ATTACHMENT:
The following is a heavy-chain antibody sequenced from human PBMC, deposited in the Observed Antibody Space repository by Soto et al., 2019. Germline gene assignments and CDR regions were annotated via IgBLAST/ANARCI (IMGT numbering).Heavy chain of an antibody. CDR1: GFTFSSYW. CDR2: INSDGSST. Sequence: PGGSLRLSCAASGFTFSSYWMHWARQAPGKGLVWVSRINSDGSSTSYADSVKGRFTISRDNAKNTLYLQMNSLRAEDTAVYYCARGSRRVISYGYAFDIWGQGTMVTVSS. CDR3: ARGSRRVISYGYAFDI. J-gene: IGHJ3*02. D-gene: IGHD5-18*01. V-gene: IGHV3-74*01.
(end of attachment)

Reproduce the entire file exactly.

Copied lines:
The following is a heavy-chain antibody sequenced from human PBMC, deposited in the Observed Antibody Space repository by Soto et al., 2019. Germline gene assignments and CDR regions were annotated via IgBLAST/ANARCI (IMGT numbering).Heavy chain of an antibody. CDR1: GFTFSSYW. CDR2: INSDGSST. Sequence: PGGSLRLSCAASGFTFSSYWMHWARQAPGKGLVWVSRINSDGSSTSYADSVKGRFTISRDNAKNTLYLQMNSLRAEDTAVYYCARGSRRVISYGYAFDIWGQGTMVTVSS. CDR3: ARGSRRVISYGYAFDI. J-gene: IGHJ3*02. D-gene: IGHD5-18*01. V-gene: IGHV3-74*01.